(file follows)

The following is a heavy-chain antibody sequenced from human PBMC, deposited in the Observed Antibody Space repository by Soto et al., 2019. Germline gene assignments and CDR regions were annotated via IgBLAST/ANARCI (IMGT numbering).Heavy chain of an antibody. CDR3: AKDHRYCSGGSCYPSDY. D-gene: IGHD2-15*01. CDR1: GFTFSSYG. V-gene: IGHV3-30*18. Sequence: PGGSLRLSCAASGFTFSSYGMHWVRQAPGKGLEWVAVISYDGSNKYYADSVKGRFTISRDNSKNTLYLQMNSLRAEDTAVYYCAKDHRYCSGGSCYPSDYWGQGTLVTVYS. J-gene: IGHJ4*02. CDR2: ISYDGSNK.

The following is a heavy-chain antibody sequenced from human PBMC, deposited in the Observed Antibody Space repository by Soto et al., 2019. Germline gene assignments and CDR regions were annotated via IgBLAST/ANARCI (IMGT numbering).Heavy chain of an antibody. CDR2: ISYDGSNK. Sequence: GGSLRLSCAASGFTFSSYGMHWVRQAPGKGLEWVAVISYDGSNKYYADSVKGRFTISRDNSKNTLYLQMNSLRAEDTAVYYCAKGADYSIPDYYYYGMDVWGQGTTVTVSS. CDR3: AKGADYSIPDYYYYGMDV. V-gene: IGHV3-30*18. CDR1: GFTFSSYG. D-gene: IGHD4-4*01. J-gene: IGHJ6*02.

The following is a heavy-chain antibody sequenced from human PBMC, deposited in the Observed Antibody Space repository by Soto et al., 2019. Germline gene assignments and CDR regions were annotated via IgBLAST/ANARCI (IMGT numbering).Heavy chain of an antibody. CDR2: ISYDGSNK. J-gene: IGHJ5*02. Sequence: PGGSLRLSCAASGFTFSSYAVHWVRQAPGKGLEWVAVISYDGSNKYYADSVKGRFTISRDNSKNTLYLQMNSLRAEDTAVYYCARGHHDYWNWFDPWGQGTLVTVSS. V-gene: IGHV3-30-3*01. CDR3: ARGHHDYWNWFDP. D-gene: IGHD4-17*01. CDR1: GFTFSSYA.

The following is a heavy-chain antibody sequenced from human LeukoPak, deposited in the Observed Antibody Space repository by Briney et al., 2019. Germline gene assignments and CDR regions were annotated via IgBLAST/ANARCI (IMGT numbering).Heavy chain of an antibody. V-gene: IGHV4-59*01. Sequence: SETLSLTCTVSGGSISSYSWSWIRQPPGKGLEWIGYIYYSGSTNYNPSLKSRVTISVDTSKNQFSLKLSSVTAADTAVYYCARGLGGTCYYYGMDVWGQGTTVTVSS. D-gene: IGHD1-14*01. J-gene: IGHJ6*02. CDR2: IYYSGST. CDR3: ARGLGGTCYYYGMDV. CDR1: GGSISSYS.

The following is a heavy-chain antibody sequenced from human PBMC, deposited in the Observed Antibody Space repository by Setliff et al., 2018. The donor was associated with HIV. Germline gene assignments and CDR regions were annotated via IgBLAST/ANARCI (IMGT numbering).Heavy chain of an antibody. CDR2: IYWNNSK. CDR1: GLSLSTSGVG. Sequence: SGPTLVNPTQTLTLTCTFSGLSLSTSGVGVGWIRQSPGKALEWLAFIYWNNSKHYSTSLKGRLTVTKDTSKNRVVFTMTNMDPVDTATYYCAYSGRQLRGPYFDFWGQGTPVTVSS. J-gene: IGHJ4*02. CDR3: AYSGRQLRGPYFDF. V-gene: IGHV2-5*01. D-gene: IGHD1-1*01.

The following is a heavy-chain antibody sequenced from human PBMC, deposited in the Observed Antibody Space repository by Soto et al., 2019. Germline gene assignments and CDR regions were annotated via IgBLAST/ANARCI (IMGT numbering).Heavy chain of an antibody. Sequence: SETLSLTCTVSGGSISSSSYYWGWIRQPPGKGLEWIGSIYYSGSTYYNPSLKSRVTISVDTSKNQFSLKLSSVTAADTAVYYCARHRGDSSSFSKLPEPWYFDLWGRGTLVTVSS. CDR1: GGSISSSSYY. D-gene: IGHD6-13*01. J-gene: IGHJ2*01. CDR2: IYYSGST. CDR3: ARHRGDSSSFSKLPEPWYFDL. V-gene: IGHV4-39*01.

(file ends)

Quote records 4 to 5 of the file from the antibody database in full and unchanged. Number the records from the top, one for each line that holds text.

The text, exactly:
The following is a heavy-chain antibody sequenced from human LeukoPak, deposited in the Observed Antibody Space repository by Briney et al., 2019. Germline gene assignments and CDR regions were annotated via IgBLAST/ANARCI (IMGT numbering).Heavy chain of an antibody. V-gene: IGHV4-59*01. Sequence: SETLSLTCTVSGGSISSYSWSWIRQPPGKGLEWIGYIYYSGSTNYNPSLKSRVTISVDTSKNQFSLKLSSVTAADTAVYYCARGLGGTCYYYGMDVWGQGTTVTVSS. D-gene: IGHD1-14*01. J-gene: IGHJ6*02. CDR2: IYYSGST. CDR3: ARGLGGTCYYYGMDV. CDR1: GGSISSYS.

The following is a heavy-chain antibody sequenced from human PBMC, deposited in the Observed Antibody Space repository by Setliff et al., 2018. The donor was associated with HIV. Germline gene assignments and CDR regions were annotated via IgBLAST/ANARCI (IMGT numbering).Heavy chain of an antibody. CDR2: IYWNNSK. CDR1: GLSLSTSGVG. Sequence: SGPTLVNPTQTLTLTCTFSGLSLSTSGVGVGWIRQSPGKALEWLAFIYWNNSKHYSTSLKGRLTVTKDTSKNRVVFTMTNMDPVDTATYYCAYSGRQLRGPYFDFWGQGTPVTVSS. J-gene: IGHJ4*02. CDR3: AYSGRQLRGPYFDF. V-gene: IGHV2-5*01. D-gene: IGHD1-1*01.